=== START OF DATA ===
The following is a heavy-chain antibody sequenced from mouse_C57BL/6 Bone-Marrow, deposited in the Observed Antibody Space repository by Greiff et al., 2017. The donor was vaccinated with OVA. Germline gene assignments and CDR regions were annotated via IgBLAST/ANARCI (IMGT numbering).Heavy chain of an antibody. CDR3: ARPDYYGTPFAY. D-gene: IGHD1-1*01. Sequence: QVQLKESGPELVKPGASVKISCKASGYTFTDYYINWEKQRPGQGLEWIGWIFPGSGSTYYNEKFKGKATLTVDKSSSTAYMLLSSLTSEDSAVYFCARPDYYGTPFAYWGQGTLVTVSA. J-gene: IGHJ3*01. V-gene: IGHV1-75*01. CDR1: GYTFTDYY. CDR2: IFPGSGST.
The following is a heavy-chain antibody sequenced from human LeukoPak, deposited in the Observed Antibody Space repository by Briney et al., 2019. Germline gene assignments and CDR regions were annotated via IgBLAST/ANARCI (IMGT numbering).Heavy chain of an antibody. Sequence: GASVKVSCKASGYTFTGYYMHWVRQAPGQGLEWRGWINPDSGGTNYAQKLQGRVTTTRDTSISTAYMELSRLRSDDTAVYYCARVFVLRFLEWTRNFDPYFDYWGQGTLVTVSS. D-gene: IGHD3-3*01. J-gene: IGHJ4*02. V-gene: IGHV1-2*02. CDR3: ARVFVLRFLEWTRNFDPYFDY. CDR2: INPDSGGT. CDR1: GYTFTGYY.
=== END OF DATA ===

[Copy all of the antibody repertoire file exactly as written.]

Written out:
The following is a heavy-chain antibody sequenced from mouse_C57BL/6 Bone-Marrow, deposited in the Observed Antibody Space repository by Greiff et al., 2017. The donor was vaccinated with OVA. Germline gene assignments and CDR regions were annotated via IgBLAST/ANARCI (IMGT numbering).Heavy chain of an antibody. CDR3: ARPDYYGTPFAY. D-gene: IGHD1-1*01. Sequence: QVQLKESGPELVKPGASVKISCKASGYTFTDYYINWEKQRPGQGLEWIGWIFPGSGSTYYNEKFKGKATLTVDKSSSTAYMLLSSLTSEDSAVYFCARPDYYGTPFAYWGQGTLVTVSA. J-gene: IGHJ3*01. V-gene: IGHV1-75*01. CDR1: GYTFTDYY. CDR2: IFPGSGST.
The following is a heavy-chain antibody sequenced from human LeukoPak, deposited in the Observed Antibody Space repository by Briney et al., 2019. Germline gene assignments and CDR regions were annotated via IgBLAST/ANARCI (IMGT numbering).Heavy chain of an antibody. Sequence: GASVKVSCKASGYTFTGYYMHWVRQAPGQGLEWRGWINPDSGGTNYAQKLQGRVTTTRDTSISTAYMELSRLRSDDTAVYYCARVFVLRFLEWTRNFDPYFDYWGQGTLVTVSS. D-gene: IGHD3-3*01. J-gene: IGHJ4*02. V-gene: IGHV1-2*02. CDR3: ARVFVLRFLEWTRNFDPYFDY. CDR2: INPDSGGT. CDR1: GYTFTGYY.